Denominations in the glass

Let's start with what might seem an obvious one, but as the Latins used to say "repetita iuvant" (repeated things help) and so, do we all know what DOC and DOCG are?

Barbara Fassio
Barbara Fassio

Let’s start with what might seem an obvious one, but as the Latins used to say “repetita iuvant” (repeated things help) and so, do we all know what DOC and DOCG are? 

Denominations of Controlled Origin DOCs – are used to indicate and certify a quality wine whose peculiarities are defined by the unique characteristics of the terroir, the area of production, the grape variety and the specific method of production. 

DOCGs, Controlled and Guaranteed Denominations of Origin are given to wines that have already been recognized as DOCs for at least ten years and are considered to be of particularly high quality. Only wines that pass specific chemical-physical and organoleptic analyses, designed to establish that the wine meets the requirements set forth in the specifications become DOCGs.

doc e docg

DOC recognition is often given to wines produced in small or medium-sized areas: there are well-known appellations that reflect a wide production of bottles and others that, on the other hand, concern niches of rarity and excellence that we often do not know about.

Of the approximately 341 DOC wines and 78 DOCG wines currently classified in Italy, in fact, few are known to wine lovers: we have tried a few that we are sure will amaze you!


Marsala DOC wine is a fortified wine produced in Sicily, specifically in Marsala, from which it takes its name. The controlled designation of origin must be supplemented according to the characteristics of the product (“Fine,” “Superiore,” “Superiore Riserva,” “Vergine,” “Vergine Riserva,” and “Vergine Stravecchio”).

The production area for grapes destined for Marsala fortified wines includes the Trapani area, excluding Pantelleria, Favignana and Alcamo. Only man’s work over the years has made this productive area, already naturally suited to wine production, unique.

This natural predisposition is what has been able to exploit the Caruso & Minini winery, born from an ambitious bet, combining the agricultural tradition of the Sicilian Caruso family and the sales expertise of the Minini family, from Brescia.

In the marvellous hectares located on a group of hills east of Marsala, they cultivate both indigenous vines such as Grillo, Catarratto, Grecanico, Inzolia, Zibibibbo, Nero d’Avola, Frappato and Perricone and international grapes. Some of the first create the blend that makes up Marsala Superiore Riserva, made from Grillo and Cataratto grapes, two of the five grape varieties allowed by the regulations

The ageing period envisaged for this DOC is rather long: it goes from a minimum of 1 year for the ‘Fine’ Marsalas to over 5 years for the ‘Riserva’ versions, like this bottle whose wine rests over a lustre in small oak or cherry barrels, and then ages for at least 3 months more in the bottle.

vitigni caruso minini

There are few further indications given in the production specifications, but they are very careful in defining the colour (gold, amber, ruby) and the sugar content, which must be indicated on the label.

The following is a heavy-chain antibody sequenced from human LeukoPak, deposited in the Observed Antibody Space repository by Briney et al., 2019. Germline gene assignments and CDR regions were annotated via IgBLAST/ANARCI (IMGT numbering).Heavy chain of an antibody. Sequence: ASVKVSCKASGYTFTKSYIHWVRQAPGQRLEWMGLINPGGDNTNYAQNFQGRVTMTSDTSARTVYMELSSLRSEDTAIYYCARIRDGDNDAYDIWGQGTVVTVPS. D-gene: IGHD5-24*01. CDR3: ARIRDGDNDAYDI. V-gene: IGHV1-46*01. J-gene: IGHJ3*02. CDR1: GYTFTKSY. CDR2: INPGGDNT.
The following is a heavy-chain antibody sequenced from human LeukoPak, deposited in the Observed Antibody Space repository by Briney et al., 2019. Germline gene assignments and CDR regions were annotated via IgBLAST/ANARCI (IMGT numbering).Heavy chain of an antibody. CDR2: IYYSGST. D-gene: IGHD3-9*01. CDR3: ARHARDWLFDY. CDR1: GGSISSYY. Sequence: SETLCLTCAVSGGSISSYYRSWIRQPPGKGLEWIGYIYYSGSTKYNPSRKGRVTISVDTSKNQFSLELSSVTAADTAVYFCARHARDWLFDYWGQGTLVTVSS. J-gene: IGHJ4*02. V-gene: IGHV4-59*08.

Caruso and Minini say with this bottle that producing wine in Marsala ‘imposes great respect for a tradition now two hundred years old to give substance to the history that persists in not becoming legend. This Marsala is the best fruit of our land and is a perpetual discovery strictly reserved for those who willingly yield to the emotion of encountering a great wine’. Sipping a glass of Marsala Riserva is a seductive pleasure, never too cloying, perfect for an #Affectionate character.

Producers advise you to be guided by the wine itself when deciding when and why to taste it: it is certainly perfect with ricotta cheese desserts, sfogliatine, Sicilian cannoli or fruit jam tartlets, but you would be surprised to try it with a board of very mature cheeses. A sharp contrast between sweetness and a syrupy body to balance the savouriness and butteriness of some mature cow’s milk cheeses. To further surprise your palate, we would try it as an appetiser, with creamy foie gras tartlets, with mushrooms in oil or a creamy legume pâté.


In Barile, between two lava flows of Monte Vulture, there is a land that hosts on its slopes a company that produces the wine that is the symbol of its region, Aglianico del Vulture DOC, one of the most important red wines in Italy. This denomination refers to wine made exclusively from Aglianico grapes, cultivated precisely around Mount Vulture, an extinct volcano that dominates the landscape of northern Basilicata. A historic DOC, established in May 1971, it defines a full-bodied, tannic and complex wine, long dubbed the ‘Barolo of the South’. Since 2010, the ‘superior’ variant of the wine has changed to Aglianico del Vulture Superiore DOCG.

The Aglianico del Vulture DOC is born in a place where the strong temperature range during the night benefits the bunches, with small berries, to better concentrate all the colouring and aromatic substances that will determine the quality of the wine. The Quarta Generazione winery dedicates itself to this grape following the directives of the production regulations, which require an ageing of at least one year (two years for the reserves): 12 months in wood with bâtonnage for their bottle.